07-aug-2015

August 7, 2015

Yesterday a meeting was held with staff of the Sierra Nevada Conservancy (SNC).  The bad news was as expected, a preliminary feasibility study for a biomass-to-bioenergy facility won’t be funded by the SNC under their present grant program which is Proposition 1.  This is because these funds can only be used to fund studies for a specific site, and until we get the preliminary feasibility study done we won’t know exactly where that site should be.  The good news is that no new potential fatal flaws were uncovered, and the SNC will continue to help find alternate funding.  However at the moment they don’t know of any specific grants available.  The search for potential grant funding for the study will continue.

The SNC would prefer to see a staged approach, with the initial study to be a biomass availability study to make sure there is enough available biomass to fuel the facility.  We may have to settle for that as the first step, but it would be more productive if funding can be found to complete the entire preliminary feasibility study.

The SNC discussed the possibility of a biomass-to-thermal plant in Woodfords that could heat the Community Development, Health and Human Services departments, and possibly the Diamond Valley School.  Mono County has just or is about to start up such a facility near Bridgeport.  A small amount of funding is available to see if it might make sense, and if it does then a Category 1 grant from the SNC should be enough to buy and install the system.  This would be a County owned and operated facility and it will be up to the County as to whether or not it makes sense.  This will be a very small facility and not require much biomass.  Consequently this will do essentially nothing to promote fire safe communities, healthy forests and watersheds, and a strong sustainable local economy.  However it might save the County some money.  This might make more sense on the west side where the winters are colder, but that will be a County decision.

The SNC will continue to be involved and help us, in particular with working with the Humboldt-Toiyabe to update their Land and Resource Use Plan to allow for and encourage harvesting excess biomass from the forest.  If successful this will remove one potential fatal flaw and will be a huge contribution.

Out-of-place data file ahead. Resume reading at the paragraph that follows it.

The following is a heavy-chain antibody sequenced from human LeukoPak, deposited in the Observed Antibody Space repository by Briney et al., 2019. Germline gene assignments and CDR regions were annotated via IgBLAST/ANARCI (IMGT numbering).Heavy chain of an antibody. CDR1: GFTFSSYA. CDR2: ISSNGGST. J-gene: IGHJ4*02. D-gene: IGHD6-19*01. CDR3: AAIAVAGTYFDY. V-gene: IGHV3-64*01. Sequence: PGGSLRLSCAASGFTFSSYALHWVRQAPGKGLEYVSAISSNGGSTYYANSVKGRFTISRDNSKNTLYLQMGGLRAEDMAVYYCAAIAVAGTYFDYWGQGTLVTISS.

This effort to look at the feasibility of a biomass-to-bioenergy facility in Alpine County has been advanced to date by an informal committee of three, with considerable encouragement from several others.  The three are Don Hittenmiller, Mary Rawson and myself.  In the not too distant future we will need to formalize and expand the committee.  At this point what form it may take is up for discussion.  The two obvious choices are either an NGO which would probably eventually need to be a 501-c3 charitable organization, or some sort of County sponsored committee.  My personal preference at the moment is for it to be a County sponsored committee as it will be simpler in the beginning.   Others may reasonably disagree.

The SNC strongly recommends that we consider joining or allying in some way with the Amador Calaveras Consensus Group (see https://acconsensus.wordpress.com/).  They have done an incredible job over the years, and have a lot of experience to share with us.  They have been informally and generously helping us from the beginning, and have indicated that we would be welcome.  However their problems were different than ours.  They are also in a different region of the Forest Service and have a different utility to deal with.  We should ally with them where it makes sense, but how close the relationship should be is up for discussion.

Promoting fire safe communities, healthy forests and watersheds, and a strong sustainable local economy.

David

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